Or maybe it wasn't the dresses were "wrong" maybe it was my not being the right shape and size that was the problem. Hmm.

I'm sure "dress" in my subconscious mind is some kind of Jungian metaphor for the manner in which we present ourselves to the world, our sense of self-actualization, self-expression, and our ability to connect with others.

Photo Credit: Dreama Pritt. Barboursville Art Gallery. June 2018. Me connecting with others.

Maybe theses dream dresses were my way of seeking the perfect way to "be" in the world, the way to "be" more myself and I just couldn't find a way to do it.

All my friends and my boyfriend were gathered at a party and I couldn't go. I wouldn't have "fit." All these dresses that didn't "work" surely belonged to others. They definitely weren't for me.

Feeling I couldn't go was almost like not being invited at all. Alanis Morriesette and I both really hate that.
Taylor Books, June 2017

I wouldn’t be understood. What I communicated wouldn’t be authentically me.

I wanted to be a pretty princess with Dorito-pockets NOT a zebra or a weirdo in an intergalactic skirt and a camo hoodie.

I didn’t show up looking ridiculous but worse, I didn’t get to be there at all. But apparently even when asleep, I cope the same way I do in waking life.

The final time I looked in the mirror I had on tights with an ankle-length blue-jean skirt, brown boots, and a blue button-up top.

My expression suggested I smelled a cow pasture and I said, "I don’t look like I’m going to prom! I look like I’m headed to the * * * * * DMV!"

Well, at least even in bad dreams I’m still sort of funny.

My subconscious is telling me: You can't go to prom. Maybe go take care of some practical errands....like renewing your license.

Maybe one of these days I'll be in the perfect "dress" and I'll get to "show up" anywhere I'd like to metaphorically be.

For now? I'm writing and being with my girlfriends who keep me sane (mostly).

And I wear a beautiful dress as often as I can.

Now where’s that fairy godmother? I have more than one favor to ask.



Photo Credit: Rose Winland, circa 2017







ANDREA FEKETE is a native West Virginian and granddaughter to Mexican and Hungarian immigrant coal miners. She is author of the historical fiction novel of the coal mine wars, Waters Run Wild (Guest Room Press, 2018). She has one poetry chapbook, I Held a Morning (Finishing Line Press, 2012). Her poetry and fiction appear in such publications as Chiron Review, Borderlands: Texas Poetry Review, The Kentucky Review, The Montucky Review, The Smithville Journal, The Adirondack Review, ABZ, and in anthologies such as Eyes Glowing at the Edge of the Woods: Fiction & Poetry from West Virginia (WVU Press, 2017) among others. In 2016, she was awarded a Fellowship by the Mid-Atlantic Arts Foundation to attend the Virginia Center for the Creative Arts. An excerpt from her newest unpublished novel Native Trees was a finalist in Still: The Journal’s 2019 Fiction contest. She earned her MFA in creative writing from West Virginia Wesleyan college and an MA in English from Marshall University. For over a decade she has taught English and writing to college students. She co-edited the anthology Feminine Rising with Lara Lillibridge. (Cynren Press, 2019).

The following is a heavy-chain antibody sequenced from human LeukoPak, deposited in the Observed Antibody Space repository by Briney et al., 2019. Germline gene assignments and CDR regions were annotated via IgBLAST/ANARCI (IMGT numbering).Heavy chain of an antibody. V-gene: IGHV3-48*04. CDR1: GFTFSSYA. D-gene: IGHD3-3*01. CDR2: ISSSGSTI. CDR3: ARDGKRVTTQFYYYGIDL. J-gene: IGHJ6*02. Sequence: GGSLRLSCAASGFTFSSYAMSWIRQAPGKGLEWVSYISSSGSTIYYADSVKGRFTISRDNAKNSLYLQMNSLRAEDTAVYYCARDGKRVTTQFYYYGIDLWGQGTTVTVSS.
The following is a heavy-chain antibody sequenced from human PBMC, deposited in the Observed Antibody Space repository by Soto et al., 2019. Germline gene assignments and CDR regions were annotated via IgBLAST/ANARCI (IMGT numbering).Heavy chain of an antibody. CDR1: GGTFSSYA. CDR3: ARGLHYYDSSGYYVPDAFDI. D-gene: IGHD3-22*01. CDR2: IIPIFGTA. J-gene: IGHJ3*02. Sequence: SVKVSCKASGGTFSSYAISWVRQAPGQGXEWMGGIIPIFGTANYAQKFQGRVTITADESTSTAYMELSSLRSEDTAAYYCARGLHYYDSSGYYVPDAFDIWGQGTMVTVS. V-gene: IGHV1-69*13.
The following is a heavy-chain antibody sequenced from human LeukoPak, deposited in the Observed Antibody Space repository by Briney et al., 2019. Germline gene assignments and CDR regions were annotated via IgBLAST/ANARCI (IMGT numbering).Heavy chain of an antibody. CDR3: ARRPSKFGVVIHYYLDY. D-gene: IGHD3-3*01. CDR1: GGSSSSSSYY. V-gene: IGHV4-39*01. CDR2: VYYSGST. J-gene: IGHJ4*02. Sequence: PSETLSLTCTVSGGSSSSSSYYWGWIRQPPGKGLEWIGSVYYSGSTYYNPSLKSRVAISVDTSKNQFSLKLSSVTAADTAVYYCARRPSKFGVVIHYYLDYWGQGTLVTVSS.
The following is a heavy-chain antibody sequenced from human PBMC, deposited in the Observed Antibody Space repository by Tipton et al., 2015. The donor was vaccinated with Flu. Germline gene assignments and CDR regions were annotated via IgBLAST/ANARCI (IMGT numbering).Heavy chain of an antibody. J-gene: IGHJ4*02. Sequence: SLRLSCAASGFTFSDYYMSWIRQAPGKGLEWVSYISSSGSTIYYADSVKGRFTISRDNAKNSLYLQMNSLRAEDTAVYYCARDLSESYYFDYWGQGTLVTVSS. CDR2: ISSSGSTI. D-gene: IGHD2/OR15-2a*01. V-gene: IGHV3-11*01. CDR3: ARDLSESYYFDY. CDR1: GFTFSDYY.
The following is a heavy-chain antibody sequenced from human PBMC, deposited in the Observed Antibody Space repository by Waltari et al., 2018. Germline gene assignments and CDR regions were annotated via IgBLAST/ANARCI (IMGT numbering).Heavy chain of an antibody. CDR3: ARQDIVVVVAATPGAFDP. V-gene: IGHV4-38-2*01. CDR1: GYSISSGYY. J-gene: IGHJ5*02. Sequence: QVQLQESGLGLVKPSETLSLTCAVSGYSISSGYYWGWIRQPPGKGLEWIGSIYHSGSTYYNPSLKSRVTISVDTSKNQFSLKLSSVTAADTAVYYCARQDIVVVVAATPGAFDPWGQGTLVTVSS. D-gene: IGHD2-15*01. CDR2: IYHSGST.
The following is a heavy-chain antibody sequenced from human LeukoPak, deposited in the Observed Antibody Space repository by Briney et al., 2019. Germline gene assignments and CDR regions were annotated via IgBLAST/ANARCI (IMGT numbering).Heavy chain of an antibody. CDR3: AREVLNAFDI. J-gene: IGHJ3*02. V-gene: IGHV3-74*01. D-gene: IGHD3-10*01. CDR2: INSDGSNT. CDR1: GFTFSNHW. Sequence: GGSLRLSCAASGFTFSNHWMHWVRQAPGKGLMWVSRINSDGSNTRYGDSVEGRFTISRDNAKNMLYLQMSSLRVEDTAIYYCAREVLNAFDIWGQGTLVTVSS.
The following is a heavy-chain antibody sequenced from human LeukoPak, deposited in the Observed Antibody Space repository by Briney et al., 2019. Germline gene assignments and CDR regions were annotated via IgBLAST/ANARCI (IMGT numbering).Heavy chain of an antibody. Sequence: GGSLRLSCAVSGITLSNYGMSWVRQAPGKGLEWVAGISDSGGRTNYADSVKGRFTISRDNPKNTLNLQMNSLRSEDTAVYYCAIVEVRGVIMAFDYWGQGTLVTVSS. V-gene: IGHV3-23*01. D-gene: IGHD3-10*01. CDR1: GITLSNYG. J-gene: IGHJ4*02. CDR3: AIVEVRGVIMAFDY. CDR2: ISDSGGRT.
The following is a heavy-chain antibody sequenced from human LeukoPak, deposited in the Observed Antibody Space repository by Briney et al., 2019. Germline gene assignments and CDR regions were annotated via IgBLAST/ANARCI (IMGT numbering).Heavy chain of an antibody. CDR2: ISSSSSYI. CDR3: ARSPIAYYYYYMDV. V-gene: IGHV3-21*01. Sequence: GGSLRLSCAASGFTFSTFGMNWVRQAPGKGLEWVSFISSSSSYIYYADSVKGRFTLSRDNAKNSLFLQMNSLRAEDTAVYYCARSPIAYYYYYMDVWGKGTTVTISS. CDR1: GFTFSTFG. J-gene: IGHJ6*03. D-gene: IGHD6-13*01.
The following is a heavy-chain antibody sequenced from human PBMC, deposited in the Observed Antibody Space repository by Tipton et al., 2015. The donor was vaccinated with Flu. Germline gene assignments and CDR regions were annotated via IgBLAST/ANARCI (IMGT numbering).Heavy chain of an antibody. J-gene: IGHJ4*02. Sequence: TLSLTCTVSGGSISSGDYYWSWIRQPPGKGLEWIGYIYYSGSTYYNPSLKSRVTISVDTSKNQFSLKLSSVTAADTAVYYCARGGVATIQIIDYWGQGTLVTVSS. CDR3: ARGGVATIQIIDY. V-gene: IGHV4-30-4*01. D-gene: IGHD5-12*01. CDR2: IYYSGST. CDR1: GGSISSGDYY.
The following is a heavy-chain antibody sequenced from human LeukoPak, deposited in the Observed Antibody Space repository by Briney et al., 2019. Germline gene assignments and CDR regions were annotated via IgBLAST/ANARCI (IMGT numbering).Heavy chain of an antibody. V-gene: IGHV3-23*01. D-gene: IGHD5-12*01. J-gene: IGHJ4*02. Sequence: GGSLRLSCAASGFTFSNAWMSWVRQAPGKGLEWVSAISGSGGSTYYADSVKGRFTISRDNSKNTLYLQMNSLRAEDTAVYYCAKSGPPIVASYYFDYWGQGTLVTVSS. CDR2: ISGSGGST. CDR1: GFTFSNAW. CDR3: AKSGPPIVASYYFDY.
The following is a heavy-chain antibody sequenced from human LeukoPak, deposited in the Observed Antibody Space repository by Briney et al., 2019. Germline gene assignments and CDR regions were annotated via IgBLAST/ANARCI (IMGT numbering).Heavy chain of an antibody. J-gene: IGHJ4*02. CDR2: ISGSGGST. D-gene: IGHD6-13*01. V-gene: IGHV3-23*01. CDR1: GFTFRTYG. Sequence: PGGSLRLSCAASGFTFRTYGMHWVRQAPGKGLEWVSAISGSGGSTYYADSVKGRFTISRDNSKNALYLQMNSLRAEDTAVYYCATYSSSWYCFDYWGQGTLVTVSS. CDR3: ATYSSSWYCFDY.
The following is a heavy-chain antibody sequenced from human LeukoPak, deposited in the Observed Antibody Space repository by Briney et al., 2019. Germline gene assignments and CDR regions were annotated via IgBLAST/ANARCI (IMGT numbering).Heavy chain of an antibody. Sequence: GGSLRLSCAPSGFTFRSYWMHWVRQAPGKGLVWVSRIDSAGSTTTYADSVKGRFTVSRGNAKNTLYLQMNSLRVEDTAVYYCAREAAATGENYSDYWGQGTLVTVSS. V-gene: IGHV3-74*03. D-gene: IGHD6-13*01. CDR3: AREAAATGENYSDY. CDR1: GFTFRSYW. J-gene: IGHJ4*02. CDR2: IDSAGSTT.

Sunday, March 3, 2019

Messages Vanishing in Thin Air: On Failing Spectacularly

I'm a failure as an author....depending on who you ask.

I want to talk about failing and why I'm fine with it. Maybe it'll inspire you to fail spectacularly also.

In the eyes of the literary marketplace I am. My novels make pennies although the internet makes it look like maybe I'm making some money, maybe even like I'm making a living with my writing.

Don't believe the internet.

Why do I keep writing if I'm not a bestseller or if I can't at least support myself with my work?

Shouldn't I be out there trying to do that? Shouldn't I be writing the super entertaining stuff I know the public will be more likely to buy? Twilight and Fifty Shades of Gray, for example.

Mystery novels. Thrillers.

Yes, I should write commercial fiction if I want to succeed financially. I've failed by their standards. By my own standards I succeed. Mostly.

I have a condition that makes it difficult for me to articulate precisely when relating emotionally to others.

Since I was a kid, I've not been able to share my thoughts and feelings in a satisfying way, in a way that does justice to what I'm perceiving, observing, feeling.

Conversational language (even essays like this) rarely feel adequate in communicating what I mean exactly how I mean it.

I just can't seem to get it across. I can't verbalize just right.